At last the questioning was over, the witnesses were dismissed a final time, and Judge Donnell gave his instructions to the jury before sending them forth to begin their task anew. His summation was stern but fair, although he did not touch upon the matter of the altered testimony. He was careful to explain to the jurors that reasonable doubt did not mean conjuring fanciful solutions to the crime, and that although the defendant was a fair young woman, the law was no respecter of persons.
    “There is a blindfold around the eyes of the goddess of justice,” he reminded them, “so that she may not see who is rich or poor, young or old, fair or ill-favored, and thus base her judgments upon these superficialities. Gentlemen of the jury, see that you, too, are blind to the temptations of offering mercy where none is warranted.”
    I was surprised by the anxiousness that I felt in anticipation of their verdict. Usually, cases in Superior Court, even quite serious or tragic ones, leave me unmoved. I have no stake in the verdict; nothing that transpires in the courtroom reflects upon my ability as a lawyer or affects my purse. I am merely an observer, a procedural referee, if you will. Somehow, though, this time I found myself wishing with all my heart that Nicholas Woodfin would carry the day, and that little Mrs. Silver would be set free.
    I made a point of seeking out Mr. Woodfin, who was standing by himself on the courthouse lawn, seemingly oblivious to the white flowering trees around him heralding spring. It will be winter for him a good while longer, I thought, watching him. His colleague Thomas Wilson had gone home to dine, and none of the spectators had cared to approach the young attorney. The man who defends a heartless killer is not a popular fellow.
    “I feel sure that she cannot have done it,” I said to him in a low voice, for I did not wish to be overheard by anyone else.
    Nicholas Woodfin smiled at the urgency in my voice. He was tired now, and he wanted nothing more to do with hope. “Have you another theory, Mr. Gaither?”
    I shook my head. “None. I dismiss all the theatrics of today-all that wild talk of Mrs. Silver’s strange looks and malevolent behavior. That was the embellishment of people wishing to enlarge their roles in the one drama of their lives. It is yesterday’s testimony that puzzles me. The witnesses were quite firm on the point of her lying. Frankie Silver said that her husband had not come home, and yet pieces of his body were discovered in the cabin. I cannot explain that fact away.”
    “Yet it was a crime involving gore and dismemberment, done in stealth rather than in the heat of passion: this argues madness. But the woman I saw in the courtroom was clearly sane. No one could fault her self-control.”
    “I wish she had a good deal less of it,” said Woodfin. “She is keeping back the truth.”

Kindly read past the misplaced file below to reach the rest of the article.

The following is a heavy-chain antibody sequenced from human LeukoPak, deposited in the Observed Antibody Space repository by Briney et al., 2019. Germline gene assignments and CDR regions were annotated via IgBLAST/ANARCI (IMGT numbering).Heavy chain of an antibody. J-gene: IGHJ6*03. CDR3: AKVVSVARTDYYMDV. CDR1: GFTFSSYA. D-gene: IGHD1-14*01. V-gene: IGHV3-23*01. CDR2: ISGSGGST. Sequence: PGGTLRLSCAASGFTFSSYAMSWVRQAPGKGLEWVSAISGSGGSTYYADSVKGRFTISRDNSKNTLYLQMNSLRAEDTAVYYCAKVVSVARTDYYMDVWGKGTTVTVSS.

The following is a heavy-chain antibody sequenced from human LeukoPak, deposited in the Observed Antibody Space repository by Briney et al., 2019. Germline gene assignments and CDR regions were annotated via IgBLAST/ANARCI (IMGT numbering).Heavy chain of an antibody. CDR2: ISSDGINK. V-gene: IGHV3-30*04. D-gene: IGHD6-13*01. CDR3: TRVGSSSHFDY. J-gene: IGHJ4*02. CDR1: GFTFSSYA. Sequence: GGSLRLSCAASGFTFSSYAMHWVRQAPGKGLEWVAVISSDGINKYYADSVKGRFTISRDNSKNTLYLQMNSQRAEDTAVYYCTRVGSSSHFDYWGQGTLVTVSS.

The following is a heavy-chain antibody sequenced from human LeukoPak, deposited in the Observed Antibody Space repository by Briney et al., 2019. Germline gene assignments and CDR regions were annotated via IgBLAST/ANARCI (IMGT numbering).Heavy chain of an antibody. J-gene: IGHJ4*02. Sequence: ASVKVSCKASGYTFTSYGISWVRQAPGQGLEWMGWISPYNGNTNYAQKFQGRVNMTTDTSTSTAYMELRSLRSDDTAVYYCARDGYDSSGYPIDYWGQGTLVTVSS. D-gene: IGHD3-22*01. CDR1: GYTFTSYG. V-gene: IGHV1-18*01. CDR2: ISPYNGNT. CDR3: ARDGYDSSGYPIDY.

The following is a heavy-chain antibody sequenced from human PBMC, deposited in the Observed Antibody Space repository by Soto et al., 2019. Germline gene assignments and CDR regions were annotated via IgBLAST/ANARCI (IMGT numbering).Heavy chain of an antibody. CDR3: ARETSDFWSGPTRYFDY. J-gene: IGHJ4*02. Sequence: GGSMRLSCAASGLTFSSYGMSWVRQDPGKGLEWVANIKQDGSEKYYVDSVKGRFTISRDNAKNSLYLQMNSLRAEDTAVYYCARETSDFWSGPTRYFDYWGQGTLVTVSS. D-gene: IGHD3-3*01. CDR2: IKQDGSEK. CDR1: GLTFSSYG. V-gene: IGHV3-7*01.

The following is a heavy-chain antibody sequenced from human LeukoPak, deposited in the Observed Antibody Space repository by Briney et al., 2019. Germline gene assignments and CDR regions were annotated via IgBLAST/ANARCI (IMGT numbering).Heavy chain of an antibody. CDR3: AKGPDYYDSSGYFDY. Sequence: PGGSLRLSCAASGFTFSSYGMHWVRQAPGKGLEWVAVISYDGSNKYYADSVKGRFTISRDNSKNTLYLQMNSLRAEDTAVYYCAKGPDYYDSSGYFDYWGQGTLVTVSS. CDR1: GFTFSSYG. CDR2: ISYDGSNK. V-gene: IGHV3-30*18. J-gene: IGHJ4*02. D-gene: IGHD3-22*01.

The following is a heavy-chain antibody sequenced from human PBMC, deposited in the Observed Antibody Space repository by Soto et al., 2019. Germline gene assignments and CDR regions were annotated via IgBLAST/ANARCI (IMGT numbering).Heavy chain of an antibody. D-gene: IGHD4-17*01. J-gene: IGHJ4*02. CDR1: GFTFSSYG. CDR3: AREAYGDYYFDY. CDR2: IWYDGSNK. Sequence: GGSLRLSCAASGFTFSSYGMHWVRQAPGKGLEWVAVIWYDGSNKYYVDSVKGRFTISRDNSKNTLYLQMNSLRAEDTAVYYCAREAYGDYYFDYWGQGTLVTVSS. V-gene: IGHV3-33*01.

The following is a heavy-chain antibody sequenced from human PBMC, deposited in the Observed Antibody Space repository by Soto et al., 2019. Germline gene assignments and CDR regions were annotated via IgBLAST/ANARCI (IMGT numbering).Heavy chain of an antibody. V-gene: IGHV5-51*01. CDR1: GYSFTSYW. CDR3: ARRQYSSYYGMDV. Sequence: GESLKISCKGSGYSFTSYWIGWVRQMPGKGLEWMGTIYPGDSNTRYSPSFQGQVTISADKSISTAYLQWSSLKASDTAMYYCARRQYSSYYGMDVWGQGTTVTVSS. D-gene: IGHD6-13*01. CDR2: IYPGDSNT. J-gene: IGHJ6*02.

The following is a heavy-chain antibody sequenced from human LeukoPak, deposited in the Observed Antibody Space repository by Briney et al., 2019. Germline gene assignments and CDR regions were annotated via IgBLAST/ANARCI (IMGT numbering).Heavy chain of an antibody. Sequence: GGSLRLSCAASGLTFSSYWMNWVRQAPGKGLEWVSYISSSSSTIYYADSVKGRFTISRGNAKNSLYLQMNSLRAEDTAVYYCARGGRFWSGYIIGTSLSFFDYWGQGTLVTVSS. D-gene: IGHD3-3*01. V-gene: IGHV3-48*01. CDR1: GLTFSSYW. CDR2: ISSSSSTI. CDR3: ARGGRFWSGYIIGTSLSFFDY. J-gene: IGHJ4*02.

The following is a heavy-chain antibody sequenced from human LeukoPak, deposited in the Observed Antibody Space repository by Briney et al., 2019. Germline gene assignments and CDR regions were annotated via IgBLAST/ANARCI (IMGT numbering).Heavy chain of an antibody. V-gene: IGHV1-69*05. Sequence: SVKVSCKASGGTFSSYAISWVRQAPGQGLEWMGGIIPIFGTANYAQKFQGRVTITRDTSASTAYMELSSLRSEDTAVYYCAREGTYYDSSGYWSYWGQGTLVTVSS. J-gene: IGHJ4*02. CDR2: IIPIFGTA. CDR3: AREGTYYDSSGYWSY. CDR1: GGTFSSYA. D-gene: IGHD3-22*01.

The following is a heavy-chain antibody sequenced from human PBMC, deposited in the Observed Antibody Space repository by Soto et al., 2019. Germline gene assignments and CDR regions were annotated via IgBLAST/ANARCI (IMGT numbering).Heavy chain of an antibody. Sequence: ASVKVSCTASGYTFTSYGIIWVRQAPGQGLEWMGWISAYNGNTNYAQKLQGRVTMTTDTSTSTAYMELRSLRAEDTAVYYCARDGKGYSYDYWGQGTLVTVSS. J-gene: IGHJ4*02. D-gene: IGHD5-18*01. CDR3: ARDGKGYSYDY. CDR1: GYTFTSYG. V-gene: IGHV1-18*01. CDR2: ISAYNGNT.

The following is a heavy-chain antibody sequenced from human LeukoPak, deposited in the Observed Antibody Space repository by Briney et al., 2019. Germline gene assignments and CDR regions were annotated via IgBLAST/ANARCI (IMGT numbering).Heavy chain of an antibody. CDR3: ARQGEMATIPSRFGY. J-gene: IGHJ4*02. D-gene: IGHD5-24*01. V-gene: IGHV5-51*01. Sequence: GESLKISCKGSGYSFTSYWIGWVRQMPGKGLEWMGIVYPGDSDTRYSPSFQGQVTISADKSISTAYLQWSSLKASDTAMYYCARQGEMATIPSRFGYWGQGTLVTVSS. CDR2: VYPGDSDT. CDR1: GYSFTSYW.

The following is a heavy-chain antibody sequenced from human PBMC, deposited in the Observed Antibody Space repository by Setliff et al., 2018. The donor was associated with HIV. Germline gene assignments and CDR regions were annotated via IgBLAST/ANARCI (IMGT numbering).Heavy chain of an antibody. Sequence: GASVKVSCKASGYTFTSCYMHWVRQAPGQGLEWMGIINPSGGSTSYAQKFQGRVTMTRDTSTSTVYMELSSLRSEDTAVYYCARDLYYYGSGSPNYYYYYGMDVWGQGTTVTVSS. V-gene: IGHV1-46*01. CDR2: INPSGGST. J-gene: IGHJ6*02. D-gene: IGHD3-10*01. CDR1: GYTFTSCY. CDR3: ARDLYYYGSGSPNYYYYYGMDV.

“Surely not,” I protested. “Do you know what she is hiding?”
    He looked uneasy. “I cannot be sure.”
    “She must speak out. Her life depends on it.”
    The young attorney nodded thoughtfully. “I wonder if she knows that,” he said. “I have told her so often enough, and Mr. Wilson has impressed it upon her in the sternest manner, but I cannot be sure that she believes us. She is so young and pretty that I am sure she cannot take in the enormity of dying. Perhaps she thinks that because she is a young woman with an innocent child, the court will show her mercy.”
    “Perhaps they will,” I said, but my words rang hollow even to my own ears. We stood there in the pale sunshine and shivered, Nicholas Woodfin and I, for we knew what was to come.
    This time we had little more than an hour to wait for the return of the jury. The bailiff summoned us all back to court, and I found myself searching his face for some sign of the verdict, as if I were the rawest oaf in a crowd of drunken spectators. His face betrayed nothing; if in fact he even knew what the verdict would be, he was careful to give nothing away. In his place I would have done the same. We will all know soon enough, I thought.
    I resumed my seat at the clerk’s table and arranged my papers over and over to control my apprehension. Out of the tail of my eye I saw Mrs. Silver led in to take her place beside Mr. Woodfin. She was pale, and I thought I detected a tinge of red around her eyelids, but she was as composed as ever, walking slowly, oblivious to all. As she reached the defense table, and the bailiff let go of her arm, she looked up at her attorney and smiled, as if to reassure him that all would be well. As ifhe were the one whose life hung in the balance. He tried to smile back, then looked quickly away.
    He is but twenty-one, I thought, and he has tried fewer than a dozen cases since he was called to the bar. He will never again feel such pangs of sympathy for a client. He will never again allow himself to care. I was sure that if God were to spare Nicholas Woodfin to practice law for yet another fifty years, he would never speak or write of this incident again.
    The jury filed in, properly subdued and solemn, taking their places without meeting the eyes of anyone present.
    “Gentlemen of the jury, have you reached a verdict?” He said. The wordsat last hung in the air unspoken.
    “Reckon we have, sir,” said the foreman. A glare from the judge sent him scrambling to his feet as he answered, “She done it.”